There are many ways you can get involved today in the fight against climate change.  We have to go big - we don't have time to make small incremental adjustments any more.  Fortunately, while going big involves changes, it also comes with a LOT of benefits (not least of which is having a habitable planetary future) ...


Reduce your waste 



Composting is a big deal because it enables all your organic waste to be decomposed in open air by aerobic bacteria, producing CO2.  When you throw your waste away, it goes to a landfill where it is buried and must be decomposed by anaerobic bacteria, which produces methane.  Methane is 84X(!) more potent as a greenhouse gas than CO2 over 20 years, so think about how significant your climate impact could be over that time period by keeping all of your organic waste out of the landfill.  Also, compost bins don't smell, and they produce rich soil that you can use in your garden.



Recycling is very important, but only 14% of plastics are recycled.  This is a HUGE problem, which will only be solved by significantly reducing the production of single use plastics by the fossil fuel industry.  This requires legislation (see below in the "Vote and Advocate" section to find ways to get involved).

Change your food consumption patterns

Buy organic whenever you can:

Organic produce is healthier and involves much better environmental practices than standard farming approaches.

Buy local whenever you can:

The life cycle of local produce releases much less CO2 into the atmosphere because it isn't transported long distances.  Buying local also supports your local economy.

Eat less (or no) red meat:

Red meat has a very high carbon footprint in its production and distribution.  Removing it from your diet or at least significantly reducing it means you are contributing less to the carbon emissions involved in making it.

Shop at a grocery store with good environmental policies:

Many grocery stores have pretty bad environmental policies.   Here's a link for ways grocery stories can improve their environmental policies.  Greenpeace has supermarket rating results for their environmental policies with respect to seafood and plastics. To find out more about your store's environmental policies, go to their website or ask someone at the store.  I shop at Aldi, which is one of the better stores.  You can look at their policies here


Get rescued produce:

30-40% of the US food supply is wasted.  It is thrown away, having never been eaten, and usually ends up in the landfill.  This is not only a horrific waste of nutrition in a world full of people who are starving - it is also a massive contributor to greenhouse gases, because it means that all the emissions used to grow the food are wasted AND the wasted food is being thrown into landfills where it is producing huge amounts of methane.  A great way to fight this is by buying rescued produce.  There are a growing number of companies that are building a market out of food that would otherwise be wasted.  Here are two great companies that rescue fresh, healthy, organic produce that is weirdly shaped, too big, too small, or otherwise unwanted by grocery stores and deliver it to your doorstep on a regular basis.  I've been using Misfits Market and love it.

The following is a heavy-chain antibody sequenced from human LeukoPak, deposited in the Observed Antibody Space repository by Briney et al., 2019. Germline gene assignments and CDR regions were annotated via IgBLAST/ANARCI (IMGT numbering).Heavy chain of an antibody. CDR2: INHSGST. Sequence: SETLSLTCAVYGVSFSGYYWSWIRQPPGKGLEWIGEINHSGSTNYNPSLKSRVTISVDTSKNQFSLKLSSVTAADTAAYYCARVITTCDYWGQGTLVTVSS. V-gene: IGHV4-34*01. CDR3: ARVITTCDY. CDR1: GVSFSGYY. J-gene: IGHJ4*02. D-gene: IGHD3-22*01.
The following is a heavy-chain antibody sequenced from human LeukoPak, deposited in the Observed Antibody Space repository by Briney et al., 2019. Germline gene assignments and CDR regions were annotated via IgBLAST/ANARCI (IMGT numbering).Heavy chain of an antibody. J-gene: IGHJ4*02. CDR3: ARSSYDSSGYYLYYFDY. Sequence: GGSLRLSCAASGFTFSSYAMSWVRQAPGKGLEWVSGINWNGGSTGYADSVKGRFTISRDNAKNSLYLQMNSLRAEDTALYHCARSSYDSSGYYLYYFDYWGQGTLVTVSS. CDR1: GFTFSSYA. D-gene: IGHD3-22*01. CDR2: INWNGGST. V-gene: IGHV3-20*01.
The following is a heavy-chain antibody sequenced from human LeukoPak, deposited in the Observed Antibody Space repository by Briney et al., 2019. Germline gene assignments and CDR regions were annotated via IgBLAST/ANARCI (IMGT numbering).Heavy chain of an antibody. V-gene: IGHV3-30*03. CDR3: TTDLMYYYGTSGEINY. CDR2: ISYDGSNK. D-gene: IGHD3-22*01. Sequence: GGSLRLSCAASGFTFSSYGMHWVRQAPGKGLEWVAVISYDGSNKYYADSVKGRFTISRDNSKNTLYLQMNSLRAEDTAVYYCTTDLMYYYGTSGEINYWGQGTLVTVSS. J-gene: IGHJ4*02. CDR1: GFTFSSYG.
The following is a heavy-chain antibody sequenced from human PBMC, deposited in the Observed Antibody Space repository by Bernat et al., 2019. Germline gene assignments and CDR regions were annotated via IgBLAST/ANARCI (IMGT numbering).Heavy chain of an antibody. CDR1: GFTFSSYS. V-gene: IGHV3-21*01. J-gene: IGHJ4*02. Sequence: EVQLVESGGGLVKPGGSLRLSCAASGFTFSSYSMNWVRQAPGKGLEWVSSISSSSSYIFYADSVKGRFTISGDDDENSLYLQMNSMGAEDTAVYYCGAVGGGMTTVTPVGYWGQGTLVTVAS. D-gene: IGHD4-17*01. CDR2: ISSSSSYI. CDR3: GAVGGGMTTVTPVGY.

Misfits Market -

Imperfect Foods -

Organize your fridge and eat your leftovers:

The average US household wastes 1/3 of all the food they buy.  The simple act of intentionally organizing your fridge so leftovers don't get lost in the back and spoil - and making sure to eat your leftovers - can save you a lot of food and money.  It also reduces your carbon footprint.

Plant Trees

Trees create beauty, offer shade, can produce edible fruit, cool and filter the air, increase local biodiversity, increase property values, and remove CO2 from the atmosphere.  Buy a tree and plant it on your property!  If you live in Philadelphia, you can get a free yard tree for your property through the TreePhilly program, or you can help plant and tend street trees in your neighborhood (or another) through the Tree Tenders program (description here, and registration here).  Both are really excellent programs.  Click on the links in the text to find out more.

Divest from fossil fuels and invest in renewables

Divesting is one of the most powerful ways we can participate in shifting our nation into the renewable energy future we desperately need.  What is your retirement invested in - do you know?  If a portion of your retirement is invested in the fossil fuel industry, you are quite literally participating in the destruction of the world you are retiring into.  That doesn't make sense.  Switch your retirement into renewable energy and ESG funds.  Not only will you be helping the Great Transition to renewables - you are also very likely to get a much better return, since fossil fuels are dying and renewables are growing at a remarkable rate.   Here are some resources on what to do with your money: